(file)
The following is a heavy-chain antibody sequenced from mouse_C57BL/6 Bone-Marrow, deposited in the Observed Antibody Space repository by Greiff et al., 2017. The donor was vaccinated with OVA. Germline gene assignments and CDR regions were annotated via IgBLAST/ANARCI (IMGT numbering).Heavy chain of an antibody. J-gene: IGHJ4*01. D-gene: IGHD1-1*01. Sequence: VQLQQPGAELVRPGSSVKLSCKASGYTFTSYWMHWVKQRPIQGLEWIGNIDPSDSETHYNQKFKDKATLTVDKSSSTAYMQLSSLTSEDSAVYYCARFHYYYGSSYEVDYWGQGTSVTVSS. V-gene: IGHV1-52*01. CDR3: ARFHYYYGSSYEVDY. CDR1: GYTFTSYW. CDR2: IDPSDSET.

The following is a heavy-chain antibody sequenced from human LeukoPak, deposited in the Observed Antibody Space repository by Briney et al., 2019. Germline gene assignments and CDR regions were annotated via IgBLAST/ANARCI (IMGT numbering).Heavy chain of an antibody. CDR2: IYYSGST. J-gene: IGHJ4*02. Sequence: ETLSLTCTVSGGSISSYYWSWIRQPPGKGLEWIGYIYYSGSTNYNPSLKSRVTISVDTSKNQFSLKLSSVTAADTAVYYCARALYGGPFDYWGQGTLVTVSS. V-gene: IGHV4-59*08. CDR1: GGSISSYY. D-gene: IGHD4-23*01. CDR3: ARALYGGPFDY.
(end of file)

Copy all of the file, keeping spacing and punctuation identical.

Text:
The following is a heavy-chain antibody sequenced from mouse_C57BL/6 Bone-Marrow, deposited in the Observed Antibody Space repository by Greiff et al., 2017. The donor was vaccinated with OVA. Germline gene assignments and CDR regions were annotated via IgBLAST/ANARCI (IMGT numbering).Heavy chain of an antibody. J-gene: IGHJ4*01. D-gene: IGHD1-1*01. Sequence: VQLQQPGAELVRPGSSVKLSCKASGYTFTSYWMHWVKQRPIQGLEWIGNIDPSDSETHYNQKFKDKATLTVDKSSSTAYMQLSSLTSEDSAVYYCARFHYYYGSSYEVDYWGQGTSVTVSS. V-gene: IGHV1-52*01. CDR3: ARFHYYYGSSYEVDY. CDR1: GYTFTSYW. CDR2: IDPSDSET.

The following is a heavy-chain antibody sequenced from human LeukoPak, deposited in the Observed Antibody Space repository by Briney et al., 2019. Germline gene assignments and CDR regions were annotated via IgBLAST/ANARCI (IMGT numbering).Heavy chain of an antibody. CDR2: IYYSGST. J-gene: IGHJ4*02. Sequence: ETLSLTCTVSGGSISSYYWSWIRQPPGKGLEWIGYIYYSGSTNYNPSLKSRVTISVDTSKNQFSLKLSSVTAADTAVYYCARALYGGPFDYWGQGTLVTVSS. V-gene: IGHV4-59*08. CDR1: GGSISSYY. D-gene: IGHD4-23*01. CDR3: ARALYGGPFDY.